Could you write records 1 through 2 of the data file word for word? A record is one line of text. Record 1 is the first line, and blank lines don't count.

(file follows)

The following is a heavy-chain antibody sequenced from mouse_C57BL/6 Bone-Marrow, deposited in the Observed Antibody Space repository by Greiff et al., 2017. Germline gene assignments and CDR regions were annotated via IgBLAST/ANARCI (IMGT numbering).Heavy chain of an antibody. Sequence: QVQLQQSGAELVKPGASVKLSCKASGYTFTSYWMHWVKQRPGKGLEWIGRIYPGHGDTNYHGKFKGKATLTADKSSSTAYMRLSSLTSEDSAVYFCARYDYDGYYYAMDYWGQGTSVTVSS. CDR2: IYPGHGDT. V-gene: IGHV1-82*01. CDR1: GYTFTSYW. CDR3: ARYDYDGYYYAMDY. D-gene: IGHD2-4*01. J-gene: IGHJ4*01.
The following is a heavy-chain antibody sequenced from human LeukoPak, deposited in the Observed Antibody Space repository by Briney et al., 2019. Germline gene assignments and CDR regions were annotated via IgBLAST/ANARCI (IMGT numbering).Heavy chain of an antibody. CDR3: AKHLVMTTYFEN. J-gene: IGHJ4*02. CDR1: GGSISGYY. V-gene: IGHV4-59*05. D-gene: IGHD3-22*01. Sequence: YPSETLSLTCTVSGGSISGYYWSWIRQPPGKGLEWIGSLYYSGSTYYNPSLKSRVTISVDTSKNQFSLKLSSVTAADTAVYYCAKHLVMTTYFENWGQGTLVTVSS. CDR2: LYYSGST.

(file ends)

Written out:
The following is a heavy-chain antibody sequenced from mouse_C57BL/6 Bone-Marrow, deposited in the Observed Antibody Space repository by Greiff et al., 2017. Germline gene assignments and CDR regions were annotated via IgBLAST/ANARCI (IMGT numbering).Heavy chain of an antibody. Sequence: QVQLQQSGAELVKPGASVKLSCKASGYTFTSYWMHWVKQRPGKGLEWIGRIYPGHGDTNYHGKFKGKATLTADKSSSTAYMRLSSLTSEDSAVYFCARYDYDGYYYAMDYWGQGTSVTVSS. CDR2: IYPGHGDT. V-gene: IGHV1-82*01. CDR1: GYTFTSYW. CDR3: ARYDYDGYYYAMDY. D-gene: IGHD2-4*01. J-gene: IGHJ4*01.
The following is a heavy-chain antibody sequenced from human LeukoPak, deposited in the Observed Antibody Space repository by Briney et al., 2019. Germline gene assignments and CDR regions were annotated via IgBLAST/ANARCI (IMGT numbering).Heavy chain of an antibody. CDR3: AKHLVMTTYFEN. J-gene: IGHJ4*02. CDR1: GGSISGYY. V-gene: IGHV4-59*05. D-gene: IGHD3-22*01. Sequence: YPSETLSLTCTVSGGSISGYYWSWIRQPPGKGLEWIGSLYYSGSTYYNPSLKSRVTISVDTSKNQFSLKLSSVTAADTAVYYCAKHLVMTTYFENWGQGTLVTVSS. CDR2: LYYSGST.